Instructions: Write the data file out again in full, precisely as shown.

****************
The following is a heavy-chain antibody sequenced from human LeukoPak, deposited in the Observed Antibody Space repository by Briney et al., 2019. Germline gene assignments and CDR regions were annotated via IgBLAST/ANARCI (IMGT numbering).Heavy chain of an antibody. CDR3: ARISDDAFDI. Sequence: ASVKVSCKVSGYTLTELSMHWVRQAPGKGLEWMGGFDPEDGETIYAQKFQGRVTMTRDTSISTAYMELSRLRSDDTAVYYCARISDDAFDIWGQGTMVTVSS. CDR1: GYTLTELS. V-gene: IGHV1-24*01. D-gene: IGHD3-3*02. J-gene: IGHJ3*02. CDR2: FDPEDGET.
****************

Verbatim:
The following is a heavy-chain antibody sequenced from human LeukoPak, deposited in the Observed Antibody Space repository by Briney et al., 2019. Germline gene assignments and CDR regions were annotated via IgBLAST/ANARCI (IMGT numbering).Heavy chain of an antibody. CDR3: ARISDDAFDI. Sequence: ASVKVSCKVSGYTLTELSMHWVRQAPGKGLEWMGGFDPEDGETIYAQKFQGRVTMTRDTSISTAYMELSRLRSDDTAVYYCARISDDAFDIWGQGTMVTVSS. CDR1: GYTLTELS. V-gene: IGHV1-24*01. D-gene: IGHD3-3*02. J-gene: IGHJ3*02. CDR2: FDPEDGET.